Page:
- At current levels, the ability for incremental savings reductions to drive further improvement in consumption growth remains very much constrained.
- Rising profligacy on luxury durables by the top income levels – which supported consumption growth in 2013 - occurred alongside peak gains in both housing and equities and is now collapsing as those same measures weaken.
- Given last years distortions, we’d argue that the 2Y comps still offer the cleanest read on the Trend in personal income growth – and on that basis, income growth continues to decelerate.
- With Inflation accelerating and growth slowing (which are reflexive, non-mutually exclusive dynamics) and geopolitical risk percolating, we’ll cover opportunistically on red, but will remain better sellers/shorters of domestic equity strength in the immediate term.
SPENDING & INCOME
Spending grew at a premium to income for a fourth consecutive month as Services expenditures led the gains, accelerating on a MoM, 1Y and 2Y while spending growth on Durables and NonDurables declined MoM and decelerated on both a 1Y and 2Y basis.
The savings rate held at 12 month lows and remains near the low end of the historical range.
At current levels, the ability for incremental savings reductions to drive further improvement in consumption growth remains very much constrained.
HIGH END IN RETREAT?
The acceleration in Durable Goods expenditures led the strength in household spending last year. Demand for durables is generally more elastic than that for NonDurables and rising, broad based demand for durable goods can offer insight into emergent strength in household consumerism.
What’s notable, however, is that last year’s acceleration in durable goods spending was driven largely by demand for luxury and high-end items.
In fact, as can be seen in the chart below, demand for luxury durables (Pleasure Boats/Aircraft and Watches/Jewelry) accelerated in 2H13, supporting headline durables growth even as broader durables demand began to slow.
Spending on the same luxury items has collapsed since hitting peak growth in October.
Coincidently (or not), rising profligacy on luxury durables by the top income levels occurred alongside peak gains in both housing and equities and is now tracking the same measures lower.
With home price gains decelerating since October and domestic equities down YTD, it appears increasingly unlikely that the rich provide an incremental boost to consumption growth – at least not at the magnitude of last year’s contribution.
INCOME: Use the 1Y or 2Y comps?
Optically, personal income growth improved sequentially as Disposable Income (DPI), Real Per Capita DPI, Private Sector Salaries and Government Salaries and Wages all accelerated YoY in January.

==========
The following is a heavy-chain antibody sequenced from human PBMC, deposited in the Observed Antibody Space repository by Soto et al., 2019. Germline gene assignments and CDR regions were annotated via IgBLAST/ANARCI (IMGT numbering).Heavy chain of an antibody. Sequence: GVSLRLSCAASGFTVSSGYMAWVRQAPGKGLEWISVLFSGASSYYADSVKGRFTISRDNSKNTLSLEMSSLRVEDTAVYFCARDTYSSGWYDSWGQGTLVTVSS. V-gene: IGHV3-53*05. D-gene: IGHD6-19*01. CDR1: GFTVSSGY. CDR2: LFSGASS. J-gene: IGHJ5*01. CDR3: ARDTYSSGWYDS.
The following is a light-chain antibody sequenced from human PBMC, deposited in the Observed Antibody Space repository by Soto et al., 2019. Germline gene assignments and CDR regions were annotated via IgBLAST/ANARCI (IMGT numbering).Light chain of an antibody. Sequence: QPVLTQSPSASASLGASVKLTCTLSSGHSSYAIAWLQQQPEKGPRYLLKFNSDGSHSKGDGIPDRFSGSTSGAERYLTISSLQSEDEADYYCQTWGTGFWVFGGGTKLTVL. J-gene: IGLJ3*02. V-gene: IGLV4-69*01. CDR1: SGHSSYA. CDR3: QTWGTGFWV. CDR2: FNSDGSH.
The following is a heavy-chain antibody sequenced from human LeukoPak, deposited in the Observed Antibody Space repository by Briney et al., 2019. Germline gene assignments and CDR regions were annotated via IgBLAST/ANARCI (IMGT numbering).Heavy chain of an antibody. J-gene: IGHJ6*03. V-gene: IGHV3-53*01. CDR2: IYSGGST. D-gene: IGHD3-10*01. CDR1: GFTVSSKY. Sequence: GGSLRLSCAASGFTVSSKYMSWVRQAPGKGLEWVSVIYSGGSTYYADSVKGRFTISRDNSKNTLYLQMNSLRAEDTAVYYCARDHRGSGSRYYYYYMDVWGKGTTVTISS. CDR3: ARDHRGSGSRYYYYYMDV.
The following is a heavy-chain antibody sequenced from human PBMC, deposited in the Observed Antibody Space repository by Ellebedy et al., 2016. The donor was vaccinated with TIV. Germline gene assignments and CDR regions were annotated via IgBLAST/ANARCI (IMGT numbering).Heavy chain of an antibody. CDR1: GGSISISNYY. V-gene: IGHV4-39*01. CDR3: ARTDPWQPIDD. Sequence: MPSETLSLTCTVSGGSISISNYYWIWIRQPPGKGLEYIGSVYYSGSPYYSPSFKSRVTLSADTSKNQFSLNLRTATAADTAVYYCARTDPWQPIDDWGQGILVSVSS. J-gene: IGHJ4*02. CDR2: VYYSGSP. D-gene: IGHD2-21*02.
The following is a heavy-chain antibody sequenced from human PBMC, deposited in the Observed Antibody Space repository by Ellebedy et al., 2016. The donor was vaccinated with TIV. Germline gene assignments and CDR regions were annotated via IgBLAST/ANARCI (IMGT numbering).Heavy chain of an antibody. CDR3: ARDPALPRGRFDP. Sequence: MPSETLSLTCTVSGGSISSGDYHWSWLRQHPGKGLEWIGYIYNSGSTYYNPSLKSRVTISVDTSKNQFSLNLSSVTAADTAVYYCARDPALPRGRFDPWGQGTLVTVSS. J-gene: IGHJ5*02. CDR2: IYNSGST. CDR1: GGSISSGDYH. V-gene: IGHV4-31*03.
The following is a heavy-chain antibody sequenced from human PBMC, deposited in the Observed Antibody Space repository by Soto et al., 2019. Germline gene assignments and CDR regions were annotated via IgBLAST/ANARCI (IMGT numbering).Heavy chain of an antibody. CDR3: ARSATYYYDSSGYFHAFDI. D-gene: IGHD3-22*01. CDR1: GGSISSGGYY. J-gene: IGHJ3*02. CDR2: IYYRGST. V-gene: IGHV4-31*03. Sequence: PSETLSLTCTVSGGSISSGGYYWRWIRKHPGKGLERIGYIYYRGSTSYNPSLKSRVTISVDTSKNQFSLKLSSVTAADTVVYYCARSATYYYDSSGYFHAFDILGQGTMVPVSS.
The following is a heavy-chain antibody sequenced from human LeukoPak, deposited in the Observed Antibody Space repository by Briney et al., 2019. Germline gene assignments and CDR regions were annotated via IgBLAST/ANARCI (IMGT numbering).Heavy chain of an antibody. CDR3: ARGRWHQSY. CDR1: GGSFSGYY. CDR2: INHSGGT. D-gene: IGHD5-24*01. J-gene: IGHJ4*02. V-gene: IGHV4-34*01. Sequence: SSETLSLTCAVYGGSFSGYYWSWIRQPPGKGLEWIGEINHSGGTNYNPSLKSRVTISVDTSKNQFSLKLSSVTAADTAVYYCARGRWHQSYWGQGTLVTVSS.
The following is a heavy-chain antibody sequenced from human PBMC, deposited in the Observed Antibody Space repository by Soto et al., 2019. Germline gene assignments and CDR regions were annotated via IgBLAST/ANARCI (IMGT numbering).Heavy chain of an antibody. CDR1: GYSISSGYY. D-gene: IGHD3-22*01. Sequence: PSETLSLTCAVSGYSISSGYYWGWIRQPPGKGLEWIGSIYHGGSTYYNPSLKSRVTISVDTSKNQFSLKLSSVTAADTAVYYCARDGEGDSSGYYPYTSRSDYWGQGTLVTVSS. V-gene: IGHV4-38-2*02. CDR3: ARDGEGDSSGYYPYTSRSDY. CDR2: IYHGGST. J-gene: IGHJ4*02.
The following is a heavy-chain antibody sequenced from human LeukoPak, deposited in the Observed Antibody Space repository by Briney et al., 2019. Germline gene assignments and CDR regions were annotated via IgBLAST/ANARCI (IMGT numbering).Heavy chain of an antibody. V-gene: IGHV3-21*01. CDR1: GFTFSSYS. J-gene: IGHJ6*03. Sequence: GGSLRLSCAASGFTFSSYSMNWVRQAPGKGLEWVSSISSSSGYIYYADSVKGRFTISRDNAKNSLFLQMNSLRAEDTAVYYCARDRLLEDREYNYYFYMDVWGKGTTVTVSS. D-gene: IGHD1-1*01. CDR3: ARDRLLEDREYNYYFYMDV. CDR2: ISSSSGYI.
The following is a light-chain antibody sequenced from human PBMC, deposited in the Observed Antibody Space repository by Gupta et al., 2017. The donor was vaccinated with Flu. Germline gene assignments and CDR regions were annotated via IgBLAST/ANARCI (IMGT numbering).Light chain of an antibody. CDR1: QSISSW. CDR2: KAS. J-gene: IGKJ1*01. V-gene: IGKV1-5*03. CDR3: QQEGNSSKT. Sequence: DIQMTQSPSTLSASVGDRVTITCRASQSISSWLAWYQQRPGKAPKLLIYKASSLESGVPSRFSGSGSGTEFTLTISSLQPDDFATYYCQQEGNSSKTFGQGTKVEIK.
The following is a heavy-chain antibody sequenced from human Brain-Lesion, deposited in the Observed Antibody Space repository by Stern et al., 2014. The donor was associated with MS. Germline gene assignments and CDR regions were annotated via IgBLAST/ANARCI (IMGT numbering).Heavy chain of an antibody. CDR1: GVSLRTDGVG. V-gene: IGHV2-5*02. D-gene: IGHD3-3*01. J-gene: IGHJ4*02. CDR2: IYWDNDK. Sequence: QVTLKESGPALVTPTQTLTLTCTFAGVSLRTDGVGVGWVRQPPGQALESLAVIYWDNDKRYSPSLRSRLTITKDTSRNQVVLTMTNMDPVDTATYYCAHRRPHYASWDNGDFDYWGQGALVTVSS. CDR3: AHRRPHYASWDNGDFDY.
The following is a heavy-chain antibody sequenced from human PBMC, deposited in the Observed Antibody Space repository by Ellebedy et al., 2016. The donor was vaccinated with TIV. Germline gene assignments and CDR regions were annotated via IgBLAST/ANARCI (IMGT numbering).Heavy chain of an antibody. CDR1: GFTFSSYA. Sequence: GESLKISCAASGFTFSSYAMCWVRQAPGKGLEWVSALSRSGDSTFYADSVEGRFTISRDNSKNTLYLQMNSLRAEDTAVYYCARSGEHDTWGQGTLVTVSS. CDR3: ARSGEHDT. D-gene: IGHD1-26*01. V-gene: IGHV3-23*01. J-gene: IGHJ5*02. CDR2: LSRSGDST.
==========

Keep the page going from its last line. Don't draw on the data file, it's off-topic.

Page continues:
Recall, however, that personal income figures over the peri-fiscal cliff period from Nov-12 to Jan-13 were distorted as individuals pulled forward compensation and companies ramped special dividend payments ahead of the impending tax law changes.
Given the noisy comp dynamics we’d argue that the 2Y comps still offer a cleaner read on the Trend in personal income growth currently.
Growth on a 2Y average basis showed a second consecutive month of deceleration across all the aforementioned income measures and stands in direct contrast to the positive income dynamics suggested by the YoY figures.
While hourly earnings growth and weekly hours continue to track sideways, at the margin, the spending friendly budget deal and positive employment growth at the State and Local Government level should support salary and wage growth for the 17% of the labor force that is government workers.
Indeed, aggregate, government sourced wage and salary income showed positive YoY growth for the first time in 11 months in January.
Further, from a comp perspective, the annualization of the (higher-earner) tax increases and the end of the payroll tax holiday that occurred in January of last year both setup as positive dynamics supporting consumer spending for 2014.
So, similar to the February ISM report this morning, the January income and spending data extended the broader Trend towards decelerating growth.
With Inflation accelerating and growth slowing (which are reflexive, non-mutually exclusive dynamics) and geopolitical risk percolating we’ll cover opportunistically on red, but will remain better sellers/shorters of domestic equity strength in the immediate term.
Christian B. Drake